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White Shark Attack Shows They're Not Man-Eaters

Date:
August 29, 2003
Source:
University Of California - Davis
Summary:
Shark expert Peter Klimley, a UC Davis researcher, says the recent attack on a swimmer off Avila Pier in Central California supports his belief that adult great white sharks are selective hunters that would rather eat fat seals than bony human beings.

Shark expert Peter Klimley, a UC Davis researcher, says the recent attack on a swimmer off Avila Pier in Central California supports his belief that adult great white sharks are selective hunters that would rather eat fat seals than bony human beings.

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Deborah Franzman was swimming at the surface among a group of pinnipeds -- seals or sea lions -- on Aug. 20 when a great white shark, estimated to be 15 to 18 feet long, grabbed her leg. It stripped the flesh from her left thigh, severing the femoral artery. She was briefly pulled below the surface and then released. When lifeguards reached her a few minutes later, she was facedown in the water. Authorities said she had bled to death.

"Certainly that shark could have consumed her if it had wanted to. But it hit her, then realized she was not a seal and let her go," Klimley said. "Sharks don't eat humans. Humans are not nutritious enough. They are not worth the effort."

Klimley's 30 years of scientific studies of white, hammerhead, nurse and other shark species' behavior are described in lay language in his entertaining new book, "The Secret Life of Sharks" (Simon & Schuster, $25). "I wrote this book as a public service. It provides knowledge, accurate knowledge, about sharks. If people are interested in this attack, or frightened by it, this book will tell them what happened. You can come to Central California and swim. It's safe. You just don't swim with seals or sea lions or near their colonies."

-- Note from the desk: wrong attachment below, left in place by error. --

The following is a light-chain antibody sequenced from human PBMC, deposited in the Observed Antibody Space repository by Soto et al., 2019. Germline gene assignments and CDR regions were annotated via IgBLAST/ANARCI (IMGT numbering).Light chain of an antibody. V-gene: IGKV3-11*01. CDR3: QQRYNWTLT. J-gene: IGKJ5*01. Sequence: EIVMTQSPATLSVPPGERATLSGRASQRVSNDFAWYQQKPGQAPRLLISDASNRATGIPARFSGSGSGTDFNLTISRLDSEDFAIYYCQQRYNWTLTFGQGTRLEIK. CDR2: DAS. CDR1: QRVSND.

Klimley's studies of the great white (Carcharadon carcharias) include bite-by-bite analyses of 350 written eyewitness accounts of attacks on pinnipeds and 131 videotaped attacks. He has tracked them (including five adults for one month at a seal colony), made numerous discoveries about their hunting and feeding behaviors (they feed rarely, yet can live 45 days on a single bite, and they warn away food competitors by slapping their tails) and measured their stomach temperatures (unusually warm for a fish at 75 degrees F.).

It's the maintenance of that high core temperature that makes him think great whites need the energy contained in seal fat and don't intend to kill humans. "The fat in seals' outer coats makes up half their body weight and has twice the calories of muscle. Seals and sea lions, not people, are Power Bars for the white shark."


Story Source:

The above story is based on materials provided by University Of California - Davis. Note: Materials may be edited for content and length.


Cite This Page:

University Of California - Davis. "White Shark Attack Shows They're Not Man-Eaters." ScienceDaily. ScienceDaily, 29 August 2003. <www.sciencedaily.com/releases/2003/08/030829070957.htm>.
University Of California - Davis. (2003, August 29). White Shark Attack Shows They're Not Man-Eaters. ScienceDaily. Retrieved January 26, 2015 from www.sciencedaily.com/releases/2003/08/030829070957.htm
University Of California - Davis. "White Shark Attack Shows They're Not Man-Eaters." ScienceDaily. www.sciencedaily.com/releases/2003/08/030829070957.htm (accessed January 26, 2015).

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